A new study by the National Program for Playground Safety (NPPS) rates the safety of playgrounds in 27 states according to criteria such as supervision, age-appropriate design, fall surfacing, and equipment maintenance. Overall, the study gave America’s playgrounds a grade of C-minus, suggesting much room for improvement.

According to the study—the largest ever of its kind—Delaware topped all states with a grade of B. The study found that none of Delaware’s playgrounds predated 1980. Florida received the worst marks, with a grade of D; 24 percent of Florida’s playgrounds were built before 1980, and the state needs to work on supervision of all playground areas, the report said.

Overall, the U.S. received a failing grade in the following areas: posting of playground rules; having separate play areas for children ages 2-5 and 5-12; posting of signs for age-appropriateness of equipment; providing an appropriate depth of loose fill to guard against falls; and being free of broken parts, rust, or splinters.

The group’s criteria for playground safety include:

Supervision

• Adults present: Children should always be supervised when playing on equipment, whether in school, at child care or preschools, or visiting the park play areas.

• Easily viewed

• Crawl spaces: There should be no openings between 3 1/2 to 9 inches on any equipment. Such a space could trap a child’s head. Even if a child enters a space feet first, the head should be able to clear the opening. Watch openings between platforms, spaces on climbers where the distance between rungs might be less than 9 inches, and openings on the top of a slide. Those intervals must be filled in or eliminated.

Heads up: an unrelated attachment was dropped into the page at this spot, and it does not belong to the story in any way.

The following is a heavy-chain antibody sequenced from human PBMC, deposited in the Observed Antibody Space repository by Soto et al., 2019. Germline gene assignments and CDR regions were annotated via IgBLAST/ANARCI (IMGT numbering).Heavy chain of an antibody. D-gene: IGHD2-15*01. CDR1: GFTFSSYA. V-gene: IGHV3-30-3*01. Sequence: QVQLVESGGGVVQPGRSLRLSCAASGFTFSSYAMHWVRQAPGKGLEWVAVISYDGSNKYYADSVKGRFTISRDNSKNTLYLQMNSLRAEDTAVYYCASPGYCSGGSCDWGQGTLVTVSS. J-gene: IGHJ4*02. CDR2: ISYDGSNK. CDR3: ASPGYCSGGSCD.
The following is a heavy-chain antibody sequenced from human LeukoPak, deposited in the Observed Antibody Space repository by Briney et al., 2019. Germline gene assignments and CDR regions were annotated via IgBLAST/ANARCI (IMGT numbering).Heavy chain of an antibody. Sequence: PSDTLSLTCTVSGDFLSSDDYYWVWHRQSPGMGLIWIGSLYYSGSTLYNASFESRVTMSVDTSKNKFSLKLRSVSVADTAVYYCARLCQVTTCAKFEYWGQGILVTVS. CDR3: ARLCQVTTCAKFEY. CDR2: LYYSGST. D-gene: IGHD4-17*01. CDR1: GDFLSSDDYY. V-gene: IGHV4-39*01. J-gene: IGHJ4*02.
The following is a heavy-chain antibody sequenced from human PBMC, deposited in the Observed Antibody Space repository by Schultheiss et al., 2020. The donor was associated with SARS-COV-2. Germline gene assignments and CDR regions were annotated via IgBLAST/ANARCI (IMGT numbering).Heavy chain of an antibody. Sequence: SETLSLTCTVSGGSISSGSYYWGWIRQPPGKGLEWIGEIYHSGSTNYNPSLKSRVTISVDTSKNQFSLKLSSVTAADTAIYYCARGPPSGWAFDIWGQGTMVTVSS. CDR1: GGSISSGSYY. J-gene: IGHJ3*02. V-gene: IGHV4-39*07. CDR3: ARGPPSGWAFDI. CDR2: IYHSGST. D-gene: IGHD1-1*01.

• Rules posted

Design

• Has separate age-appropriate areas: Because children are developmentally different, school-age equipment does not fit preschool children (ages 2-5) and preschool equipment is too small for school children (ages 5-12). The areas for the age groups described should be separated and provided with appropriately designed equipment.

• Provides signage for appropriate age group

• Provides change of directions to get on or off structure

• Has guardrails: Guardrails or other protective barriers should be on all platforms. The choice of protection depends on the age level of the children who will use the equipment and the height of the platform. For platforms for preschoolers, guardrails and protective barriers should be at least 29 inches high; for school-aged children, guardrails and protective barriers should be at least 38 inches high.

• Prevents climbing outside the structure

• Prevents climbing on supporting structure

Fall surfacing

• Provides approrpiate surfacing: Improper surfacing is the leading cause of playground injuries, accounting for more than 70 percent of incidents involving children falling on playgrounds. Hard surfaces such as asphalt, blacktop, concrete, grass, packed dirt, or rocks are not acceptable. Alternatives include hardwood fiber/mulch, pea gravel, and sand. Other options include rubber tiles, mats, or poured surfaces.